9. Automated or Manual?

Technology is also providing opportunities to automate many of the marketing and advertising processes. Demand Side Platforms, Trading Desks, Media Trading and Buying are all based on the efficiencies of an automated process to deliver a desired outcome. But it goes beyond media channels to the creation and distribution of the content itself. Automated workflow processes and production templates mean that content can be developed, created and distributed in real time. The decision here is where automation can be implemented to achieve maximum value.

10. Behaviour or Attitude?

The link between consumer attitude and behaviour is increasingly questioned, with studies showing that awareness and positive attitudes do not readily convert to changes in consumer behaviour. Yet marketers have traditionally relied on attitudinal market research to track the effectiveness of their marketing communications strategies. Technology now allows marketers to be able to track and study consumer behaviour with an emphasis on positively changing behaviour as a way to build improved attitude and engagement with brands.

It is only when you exercise your right to choose that you can also exercise your right to change.”Dr. Shad Helmstetter.

So this year is the year to make the changes you need by making the choices you need to make today.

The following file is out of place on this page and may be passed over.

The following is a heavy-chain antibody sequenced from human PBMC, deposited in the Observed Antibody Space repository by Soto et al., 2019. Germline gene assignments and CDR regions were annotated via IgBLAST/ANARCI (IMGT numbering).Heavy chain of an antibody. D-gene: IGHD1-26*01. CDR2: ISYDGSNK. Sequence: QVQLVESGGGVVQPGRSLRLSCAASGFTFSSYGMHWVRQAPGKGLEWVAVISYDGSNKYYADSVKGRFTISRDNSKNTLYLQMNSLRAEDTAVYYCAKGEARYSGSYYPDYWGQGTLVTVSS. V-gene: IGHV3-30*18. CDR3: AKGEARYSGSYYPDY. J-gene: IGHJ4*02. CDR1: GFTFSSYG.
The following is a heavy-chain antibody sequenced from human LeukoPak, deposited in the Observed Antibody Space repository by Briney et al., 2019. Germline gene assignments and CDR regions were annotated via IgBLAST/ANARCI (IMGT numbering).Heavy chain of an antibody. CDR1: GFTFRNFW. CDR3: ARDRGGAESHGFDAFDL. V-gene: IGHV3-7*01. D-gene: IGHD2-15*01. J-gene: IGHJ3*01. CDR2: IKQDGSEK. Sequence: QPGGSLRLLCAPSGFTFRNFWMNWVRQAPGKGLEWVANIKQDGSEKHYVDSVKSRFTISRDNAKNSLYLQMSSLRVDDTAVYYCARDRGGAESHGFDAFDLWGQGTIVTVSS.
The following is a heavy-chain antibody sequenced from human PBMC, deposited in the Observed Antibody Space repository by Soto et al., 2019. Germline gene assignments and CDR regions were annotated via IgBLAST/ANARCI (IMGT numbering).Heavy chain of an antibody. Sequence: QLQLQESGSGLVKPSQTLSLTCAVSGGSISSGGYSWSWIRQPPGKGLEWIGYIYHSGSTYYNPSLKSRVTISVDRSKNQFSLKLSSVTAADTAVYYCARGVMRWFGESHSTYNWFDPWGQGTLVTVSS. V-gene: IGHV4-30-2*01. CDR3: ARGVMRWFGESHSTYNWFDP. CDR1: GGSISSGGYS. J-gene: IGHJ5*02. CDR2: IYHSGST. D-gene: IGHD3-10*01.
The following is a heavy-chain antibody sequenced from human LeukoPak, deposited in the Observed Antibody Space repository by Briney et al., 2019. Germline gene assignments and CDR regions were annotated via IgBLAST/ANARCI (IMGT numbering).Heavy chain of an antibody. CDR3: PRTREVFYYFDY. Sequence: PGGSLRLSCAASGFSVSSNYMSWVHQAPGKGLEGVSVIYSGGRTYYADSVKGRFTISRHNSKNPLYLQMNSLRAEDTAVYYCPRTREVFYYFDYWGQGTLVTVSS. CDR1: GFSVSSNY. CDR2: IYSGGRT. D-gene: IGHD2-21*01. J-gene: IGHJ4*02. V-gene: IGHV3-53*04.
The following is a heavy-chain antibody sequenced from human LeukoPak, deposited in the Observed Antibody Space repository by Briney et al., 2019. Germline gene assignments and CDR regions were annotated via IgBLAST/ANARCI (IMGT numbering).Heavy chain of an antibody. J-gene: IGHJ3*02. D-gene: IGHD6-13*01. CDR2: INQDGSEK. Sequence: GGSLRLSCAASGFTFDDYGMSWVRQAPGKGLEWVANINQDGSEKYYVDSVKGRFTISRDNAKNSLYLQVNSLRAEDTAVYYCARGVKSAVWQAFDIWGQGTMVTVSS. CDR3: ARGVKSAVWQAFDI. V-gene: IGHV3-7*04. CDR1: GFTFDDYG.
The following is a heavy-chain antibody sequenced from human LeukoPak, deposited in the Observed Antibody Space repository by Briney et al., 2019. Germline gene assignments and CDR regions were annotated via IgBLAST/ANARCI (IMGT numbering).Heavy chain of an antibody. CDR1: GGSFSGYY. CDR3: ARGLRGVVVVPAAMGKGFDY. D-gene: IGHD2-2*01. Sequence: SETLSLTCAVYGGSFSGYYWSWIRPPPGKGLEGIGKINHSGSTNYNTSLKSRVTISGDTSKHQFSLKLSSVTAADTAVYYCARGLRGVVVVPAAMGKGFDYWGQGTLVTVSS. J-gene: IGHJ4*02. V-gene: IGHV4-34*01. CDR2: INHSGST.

This was first published on BizCommunity, South Africa.

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About Darren Woolley

Darren is considered a thought leader on all aspects of marketing management. A Problem Solver, Negotiator, Founder & Global CEO of TrinityP3 - Marketing Management Consultants, founding member of the Marketing FIRST Forum and Author. He is also a Past-Chair of the Australian Marketing Institute, Ex-Medical Scientist and Ex-Creative Director. And in his spare time he sleeps. Darren's Bio Here Email: darren@trinityp3.com
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4 Responses to 10 trends in strategic marketing management for 2013

  1. Anne Miles says:

    I personally feel a bit excited by the prospect that the right content has such a power and is measurable, and a reinvention of the old 'storytelling' (telling) ways getting a revamp. I love where that is all leading. Fun.